How To Correctly Remove Your Jeep’s Doors
One of the most popular ways to change the look of your Wrangler or Gladiator is to take off the doors. Once you get these barriers out of the way, you can have a more exhilarating ride whether you’re in an urban, rural, or off-road area.
Taking off your Jeep’s doors should take you somewhere between half an hour and an hour, depending on the model of your Jeep and your experience, but this guide makes it easier. Learn how to correctly remove your Jeep’s doors.
Necessary Tools and How To Store Doors
Before you begin the job, make sure you have a #T40 and a #T50 Torx head driver. The Torx wrench, also called a Torx key or Torx bit, has a head with the shape of a 6-pointed star. This shape allows you to exert higher torque without damaging the head. The Jeep Tool Kit includes a small ratchet, #T40 Torx bit, and #T50 Torx bit.
Remove your Jeep doors on solid flat ground, such as in your driveway or garage. And, of course, make sure you have a space to put your Jeep doors down safely before you begin the removal process. One possible way to store your doors is to lay them down on blankets on the ground. This takes up a lot of space, though, and leaves the door vulnerable to passersby.
You can also hang your doors on your garage wall. Use hooks rated to hold 50 pounds and up. You can protect your door’s window frames by lining the hooks with pool noodles.
A final option is to use a door storage cart. These carts are portable, so you can use them in locations away from your home. When you take the doors off your Jeep, you can place them vertically in the storage cart and wheel them where you want them to go. Although it’s a space-saving solution, it costs more than other options.
Prepare the Doors
Before you remove the front doors, fold in the side-view mirrors. By making sure the mirrors aren’t sticking out, you’ll have an easier time storing the doors. That way, you’re also less likely to damage the mirrors during the removal and storage process, too.
Next, roll down the windows. If your windows are stuck shut, you’ll still be able to remove the doors. But it’s easier to take the door off the frame with the windows down.
After rolling down the windows, remove the black safety strap on the inside of the door jambs. These straps limit how far out the doors can swing and help protect you from denting your Jeep’s doors and fenders.
Remove the Wiring Harness
If you have power windows and locks, the next step in correctly removing your Jeep’s doors is unplugging the wiring harness that runs electric power into the door. You’ll find the wiring’s plastic access door under the instrument panel. Slide this cover straight back to detach it. Make sure to remove the cover in a sliding motion, since prying it or pulling it outward can damage the plastic cover or the tabs that keep it in place.
Once you’ve removed the cover, you can disconnect the wiring harness. Press down on the red pushpin. Then, push down the safety pin. Finally, press the white piece outwards and up.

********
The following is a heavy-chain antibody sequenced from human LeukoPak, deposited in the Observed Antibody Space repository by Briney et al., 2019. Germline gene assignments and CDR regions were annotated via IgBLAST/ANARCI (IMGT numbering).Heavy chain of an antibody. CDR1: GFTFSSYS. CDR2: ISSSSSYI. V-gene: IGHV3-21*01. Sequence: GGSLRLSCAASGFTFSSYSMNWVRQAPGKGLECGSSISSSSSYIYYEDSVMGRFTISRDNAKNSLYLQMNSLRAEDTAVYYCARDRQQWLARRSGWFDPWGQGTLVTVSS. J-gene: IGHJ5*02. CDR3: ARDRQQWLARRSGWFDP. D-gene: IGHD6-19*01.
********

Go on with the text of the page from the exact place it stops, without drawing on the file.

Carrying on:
While the harness lever is up, pull the harness straight down. This disconnects the wiring harness. You can store the connector in your vehicle’s lower door basket.
Remove the Door’s Hinge Pin Screws and Check Screws
Begin by removing the hinge pin screws. On the outside of your vehicle, use a #T50 Torx head driver to remove the hinge pin screws from your door’s upper and lower hinges. Stow the hinge pin screws in your Jeep’s bolt tray.
Next, open the door to access the door check. The door check, also called a door brake, prevents your vehicle door from closing or opening forcefully. Use the #T40 Torx head driver to remove the check screw, and then stow it in the bolt tray.
Stand on the outside of the vehicle with the door still open. Put one hand through the open window and grasp the handle on the door’s armrest. Then, with your other hand, grab the outside bottom edge of the door. Lift the door upwards so the hinges slide up from the pins, and then pull the door out.
If you’re concerned about damaging the door or the windows or hurting yourself, you can use a Jeep door removal tool. Or, you can let someone else help you lift the door up and out.
Carry the door to your storage area by grasping the armrest handle and holding onto the base of the side-view mirror. Then, remove your other doors using the same process you used for the first one. You’ll want to slide the front driver and passenger seats forward before you remove the back doors so that you have enough room to work comfortably.
Replace Side-View Mirrors
Before you go for the open-air experience, check your local laws to make sure your doorless Jeep is street-legal. Some states require you to have one side mirror, and other states require two.
You can choose between three places to attach your side-view mirror replacement: the door hinge, windshield pillar, and tube doors. The door hinge mirrors are inexpensive and easy to install and remove, but they give poorer visibility. Placing mirrors on the windshield pillars costs more, but they give you greater visibility—and they’re also easy to install and remove.
Finally, installing mirrors on tube doors provides the best visibility, but you’ll have to purchase tube doors. Then again, if you were wanting to create an open-air feeling without completely opening your Jeep cabin to the outside, you’ll want tube doors anyway. And that way, you’ll appreciate the convenience of simultaneously installing your tube doors and side-view mirrors.
Improve Your Jeep With AM Off-Road
Riding your rig without any doors is one of the best experiences of owning a Jeep, and customizing your Jeep is another. AM Off-Road has Jeep Gladiator aftermarket accessories that make it easy to elevate your Jeep’s styling. Shop our high-quality selection today.